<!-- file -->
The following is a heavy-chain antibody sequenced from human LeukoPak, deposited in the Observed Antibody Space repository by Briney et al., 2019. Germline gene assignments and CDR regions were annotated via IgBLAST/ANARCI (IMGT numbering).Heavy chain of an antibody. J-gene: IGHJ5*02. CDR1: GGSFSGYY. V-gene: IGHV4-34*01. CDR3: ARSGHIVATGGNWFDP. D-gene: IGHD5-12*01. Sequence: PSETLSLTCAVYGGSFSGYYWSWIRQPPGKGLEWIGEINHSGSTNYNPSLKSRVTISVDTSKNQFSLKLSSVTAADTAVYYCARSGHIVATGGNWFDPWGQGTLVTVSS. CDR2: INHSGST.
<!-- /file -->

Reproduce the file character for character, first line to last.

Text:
The following is a heavy-chain antibody sequenced from human LeukoPak, deposited in the Observed Antibody Space repository by Briney et al., 2019. Germline gene assignments and CDR regions were annotated via IgBLAST/ANARCI (IMGT numbering).Heavy chain of an antibody. J-gene: IGHJ5*02. CDR1: GGSFSGYY. V-gene: IGHV4-34*01. CDR3: ARSGHIVATGGNWFDP. D-gene: IGHD5-12*01. Sequence: PSETLSLTCAVYGGSFSGYYWSWIRQPPGKGLEWIGEINHSGSTNYNPSLKSRVTISVDTSKNQFSLKLSSVTAADTAVYYCARSGHIVATGGNWFDPWGQGTLVTVSS. CDR2: INHSGST.